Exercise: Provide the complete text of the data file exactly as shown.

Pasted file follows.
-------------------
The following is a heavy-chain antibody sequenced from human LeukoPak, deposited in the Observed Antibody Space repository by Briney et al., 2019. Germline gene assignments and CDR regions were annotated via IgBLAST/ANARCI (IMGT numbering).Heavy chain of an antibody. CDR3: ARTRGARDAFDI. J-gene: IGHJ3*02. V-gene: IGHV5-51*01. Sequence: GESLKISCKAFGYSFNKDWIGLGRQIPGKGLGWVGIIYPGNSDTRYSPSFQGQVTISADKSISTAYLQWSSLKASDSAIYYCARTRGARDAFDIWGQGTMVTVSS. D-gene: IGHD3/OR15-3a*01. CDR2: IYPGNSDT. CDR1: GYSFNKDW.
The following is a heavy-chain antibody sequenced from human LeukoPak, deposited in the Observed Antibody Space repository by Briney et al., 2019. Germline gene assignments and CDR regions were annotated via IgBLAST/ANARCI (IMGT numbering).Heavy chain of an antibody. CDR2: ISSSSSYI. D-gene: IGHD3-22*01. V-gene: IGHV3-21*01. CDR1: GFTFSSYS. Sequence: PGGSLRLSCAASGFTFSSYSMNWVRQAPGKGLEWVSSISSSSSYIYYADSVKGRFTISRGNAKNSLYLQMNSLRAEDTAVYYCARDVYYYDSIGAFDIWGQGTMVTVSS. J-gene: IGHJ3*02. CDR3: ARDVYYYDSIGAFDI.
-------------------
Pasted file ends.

The following is a heavy-chain antibody sequenced from human LeukoPak, deposited in the Observed Antibody Space repository by Briney et al., 2019. Germline gene assignments and CDR regions were annotated via IgBLAST/ANARCI (IMGT numbering).Heavy chain of an antibody. CDR3: ARTRGARDAFDI. J-gene: IGHJ3*02. V-gene: IGHV5-51*01. Sequence: GESLKISCKAFGYSFNKDWIGLGRQIPGKGLGWVGIIYPGNSDTRYSPSFQGQVTISADKSISTAYLQWSSLKASDSAIYYCARTRGARDAFDIWGQGTMVTVSS. D-gene: IGHD3/OR15-3a*01. CDR2: IYPGNSDT. CDR1: GYSFNKDW.
The following is a heavy-chain antibody sequenced from human LeukoPak, deposited in the Observed Antibody Space repository by Briney et al., 2019. Germline gene assignments and CDR regions were annotated via IgBLAST/ANARCI (IMGT numbering).Heavy chain of an antibody. CDR2: ISSSSSYI. D-gene: IGHD3-22*01. V-gene: IGHV3-21*01. CDR1: GFTFSSYS. Sequence: PGGSLRLSCAASGFTFSSYSMNWVRQAPGKGLEWVSSISSSSSYIYYADSVKGRFTISRGNAKNSLYLQMNSLRAEDTAVYYCARDVYYYDSIGAFDIWGQGTMVTVSS. J-gene: IGHJ3*02. CDR3: ARDVYYYDSIGAFDI.